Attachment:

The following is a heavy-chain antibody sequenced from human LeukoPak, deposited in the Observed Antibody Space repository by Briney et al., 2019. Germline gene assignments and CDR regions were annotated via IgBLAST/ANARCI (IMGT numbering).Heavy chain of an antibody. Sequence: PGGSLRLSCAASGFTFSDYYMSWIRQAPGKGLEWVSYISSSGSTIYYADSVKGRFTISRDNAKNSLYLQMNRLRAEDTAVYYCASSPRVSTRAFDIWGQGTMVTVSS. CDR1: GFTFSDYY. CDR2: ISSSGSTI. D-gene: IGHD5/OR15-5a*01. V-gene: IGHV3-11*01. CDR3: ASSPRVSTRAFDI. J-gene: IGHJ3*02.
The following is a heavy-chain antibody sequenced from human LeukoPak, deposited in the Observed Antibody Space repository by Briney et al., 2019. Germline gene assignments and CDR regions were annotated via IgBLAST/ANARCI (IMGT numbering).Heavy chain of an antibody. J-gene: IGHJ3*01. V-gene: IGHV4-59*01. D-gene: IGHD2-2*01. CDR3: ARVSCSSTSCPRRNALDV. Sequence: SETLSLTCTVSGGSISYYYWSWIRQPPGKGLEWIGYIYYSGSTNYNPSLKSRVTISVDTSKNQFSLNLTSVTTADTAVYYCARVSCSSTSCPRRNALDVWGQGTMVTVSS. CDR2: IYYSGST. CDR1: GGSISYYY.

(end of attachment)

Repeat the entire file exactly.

The following is a heavy-chain antibody sequenced from human LeukoPak, deposited in the Observed Antibody Space repository by Briney et al., 2019. Germline gene assignments and CDR regions were annotated via IgBLAST/ANARCI (IMGT numbering).Heavy chain of an antibody. Sequence: PGGSLRLSCAASGFTFSDYYMSWIRQAPGKGLEWVSYISSSGSTIYYADSVKGRFTISRDNAKNSLYLQMNRLRAEDTAVYYCASSPRVSTRAFDIWGQGTMVTVSS. CDR1: GFTFSDYY. CDR2: ISSSGSTI. D-gene: IGHD5/OR15-5a*01. V-gene: IGHV3-11*01. CDR3: ASSPRVSTRAFDI. J-gene: IGHJ3*02.
The following is a heavy-chain antibody sequenced from human LeukoPak, deposited in the Observed Antibody Space repository by Briney et al., 2019. Germline gene assignments and CDR regions were annotated via IgBLAST/ANARCI (IMGT numbering).Heavy chain of an antibody. J-gene: IGHJ3*01. V-gene: IGHV4-59*01. D-gene: IGHD2-2*01. CDR3: ARVSCSSTSCPRRNALDV. Sequence: SETLSLTCTVSGGSISYYYWSWIRQPPGKGLEWIGYIYYSGSTNYNPSLKSRVTISVDTSKNQFSLNLTSVTTADTAVYYCARVSCSSTSCPRRNALDVWGQGTMVTVSS. CDR2: IYYSGST. CDR1: GGSISYYY.